Africa, much like the rest of the developing world, is racing towards a potential crisis of overpopulation. Over the past 50 years, Africa has held a persistent population growth rate of 2 percent, and this growth, according to the U.N. Population Division, is showing no signs of slowing down.

Factors of Overpopulation

A variety of factors are contributing to this rate of growth, the most prominent of which is Africa’s staggeringly high fertility rate. The top 15 nations with the highest rates of fertility in the world all lie within Africa’s borders. Africa’s challenge of fertility rates and overpopulation is only being compounded with the improvement in health care and lagging family planning programs. People are living longer and children are surviving birth more frequently but fertility rates in Africa are remaining static. In Africa, the fertility rate is five to six children per birth mother. In comparison, the fertility rate of the United States is just below two children per birth mother.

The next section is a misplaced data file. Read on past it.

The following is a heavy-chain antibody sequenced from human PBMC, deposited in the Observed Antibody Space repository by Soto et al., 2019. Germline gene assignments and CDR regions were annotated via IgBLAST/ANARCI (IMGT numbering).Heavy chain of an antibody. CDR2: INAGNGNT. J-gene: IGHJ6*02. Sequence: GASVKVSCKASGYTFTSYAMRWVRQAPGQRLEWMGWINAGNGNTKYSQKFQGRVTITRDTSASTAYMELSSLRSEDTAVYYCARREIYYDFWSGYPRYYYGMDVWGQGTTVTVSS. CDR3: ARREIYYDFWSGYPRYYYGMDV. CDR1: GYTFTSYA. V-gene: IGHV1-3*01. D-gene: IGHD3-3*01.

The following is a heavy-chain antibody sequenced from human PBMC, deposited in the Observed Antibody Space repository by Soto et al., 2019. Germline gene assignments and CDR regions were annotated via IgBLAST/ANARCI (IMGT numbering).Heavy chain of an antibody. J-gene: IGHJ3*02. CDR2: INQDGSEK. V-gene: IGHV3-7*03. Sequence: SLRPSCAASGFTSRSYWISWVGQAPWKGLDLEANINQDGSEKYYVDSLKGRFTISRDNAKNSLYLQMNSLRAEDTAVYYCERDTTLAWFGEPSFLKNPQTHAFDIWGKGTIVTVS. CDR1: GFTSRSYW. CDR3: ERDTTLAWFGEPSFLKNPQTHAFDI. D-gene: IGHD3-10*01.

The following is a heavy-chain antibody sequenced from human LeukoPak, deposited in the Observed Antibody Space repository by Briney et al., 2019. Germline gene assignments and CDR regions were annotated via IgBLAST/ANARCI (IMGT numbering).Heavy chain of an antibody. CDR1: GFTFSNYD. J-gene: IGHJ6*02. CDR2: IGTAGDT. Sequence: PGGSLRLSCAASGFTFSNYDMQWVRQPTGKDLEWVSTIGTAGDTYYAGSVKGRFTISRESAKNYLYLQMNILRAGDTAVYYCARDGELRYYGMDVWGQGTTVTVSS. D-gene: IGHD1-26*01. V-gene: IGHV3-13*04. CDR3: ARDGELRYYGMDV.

As Africa’s population continues to expand, more and more of its new citizens are opting to live in urban areas. This increases pressure on governors, policymakers and city planners to ensure that Africa’s urban landscapes are properly optimized to support a growing population.   

Improved family planning alongside a host of other measures is being taken to target the root causes of overpopulation in Africa. Even still, these measures may not be enough. Africa, as a continent, is in need for creative solutions that go beyond the causes and effects of overpopulation, and towards the future, in order to address these symptoms.